The Government’s January 15 deadline for bus operators to turn down the loud music in buses would be a welcoming move for many passengers who have been ‘suffering’ due to the taste of music enjoyed by most drivers and conductors. Transport Minister Mahinda Amaraweera has directed more than 20,000 private buses operating on Sri Lankan roads to voluntarily reduce the volume, and that if not he would seek assistance of the law.
The Minister has given an option to the bus operators by offering a free compact disc with a playlist of 1,000 Sinhala, Tamil and Hindi songs to be played in buses or to completely turn off the radio or music players. The selection of 1000 songs made by the National Transport Commission (NTC), which regulates private buses, is yet to know the preference of the passengers, but it is most likely that they would not suit the taste of most drivers and conductors. Whether the most vociferous bus conductors would like the music proposed by the Minister or NTC is yet another question that begs an answer.
With the past experience it is highly unlikely that the drivers and conductor would follow the Minster’s directions; scheduled to be enforced in a weeks time. There have been many attempts by previous Governments to ‘discipline’ bus drivers and conductors, but they have been unsuccessful. Earlier the Government passed regulations to issue tickets to every passenger and had introduced a uniform for both driver and the conductor, but these directions have hardly been followed in many buses plying around the country.
The type of ‘music’ enjoyed and the physical and mental states of drivers and conductors seemed to have a close connection. Recent news reports revealed that 25 percent of private bus drivers were driving under the influence of various drugs including ‘ganja’ or cannabis and different other drugs and pills. The news came from none other than the President of Lanka Private Bus Owners’ Association (LPBOA), Gemunu Wijeratne. He told the media that most accidents took place due to bus drivers falling asleep after consuming various drugs. What Wijeratne said was quite evident with the conduct of some of the conductors who have no respect for the passengers and are often quarrelsome.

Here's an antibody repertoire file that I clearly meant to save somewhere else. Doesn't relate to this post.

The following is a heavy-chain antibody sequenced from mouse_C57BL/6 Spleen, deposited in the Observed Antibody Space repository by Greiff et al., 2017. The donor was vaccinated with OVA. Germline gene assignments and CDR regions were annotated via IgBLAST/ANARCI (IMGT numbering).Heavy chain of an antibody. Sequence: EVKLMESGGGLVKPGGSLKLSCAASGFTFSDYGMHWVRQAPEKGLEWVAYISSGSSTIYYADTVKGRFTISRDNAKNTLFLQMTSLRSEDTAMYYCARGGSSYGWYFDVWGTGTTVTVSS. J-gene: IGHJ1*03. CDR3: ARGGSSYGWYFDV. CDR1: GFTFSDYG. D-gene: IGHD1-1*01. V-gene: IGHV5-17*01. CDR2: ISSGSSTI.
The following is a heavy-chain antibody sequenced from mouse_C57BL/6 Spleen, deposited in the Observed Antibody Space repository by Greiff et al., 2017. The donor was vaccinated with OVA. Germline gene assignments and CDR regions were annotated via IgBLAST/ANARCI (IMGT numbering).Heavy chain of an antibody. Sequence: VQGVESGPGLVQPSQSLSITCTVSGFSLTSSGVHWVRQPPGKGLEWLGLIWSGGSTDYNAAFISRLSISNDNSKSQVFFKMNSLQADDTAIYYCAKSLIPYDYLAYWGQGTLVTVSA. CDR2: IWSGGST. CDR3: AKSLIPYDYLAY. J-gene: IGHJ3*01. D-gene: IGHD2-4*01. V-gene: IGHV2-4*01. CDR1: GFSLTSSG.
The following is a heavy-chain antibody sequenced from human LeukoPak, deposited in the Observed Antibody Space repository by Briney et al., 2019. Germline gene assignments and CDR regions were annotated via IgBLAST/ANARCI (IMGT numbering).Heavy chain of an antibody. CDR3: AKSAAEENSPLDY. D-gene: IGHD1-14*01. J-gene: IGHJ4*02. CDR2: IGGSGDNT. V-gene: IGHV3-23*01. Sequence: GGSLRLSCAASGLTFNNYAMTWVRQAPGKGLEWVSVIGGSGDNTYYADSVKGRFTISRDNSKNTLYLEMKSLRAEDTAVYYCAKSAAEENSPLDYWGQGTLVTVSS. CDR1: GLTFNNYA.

These grave issues have led many people give up on using public transport and drive their own vehicles at the cost of an extra expense
It is not a secret that some conductors are a menace to female passengers and at times behave in a way that could amount to sexual harassment.
These grave issues have led many people give up on using public transport and drive their own vehicles at the cost of an extra expense. This has led to even worse problems like traffic congestion on the roads and also unnecessary air pollution.
As we observe the grave problems related to public transport go beyond this loud music and they need major social, political and economical changes in the entire transport system. Let alone comforts offered in many other countries, having a decent transport system for several millions of daily commuters who go to their respective workplaces in Sri Lanka is just a distant dream.
Coming back to the music in buses, unlike a few years ago almost every passenger is carrying not only a music store and a radio, but a television in his or her mobile phone. Why should the passengers be forced to listen to the music of bus drivers and conductors and forced to watch what they dislike watching ?
Let the passengers decide on what they should listen to and what they should watch or else choose to do nothing at all and just enjoy the journey. This choice is the right of every passenger, hence it has to be respected!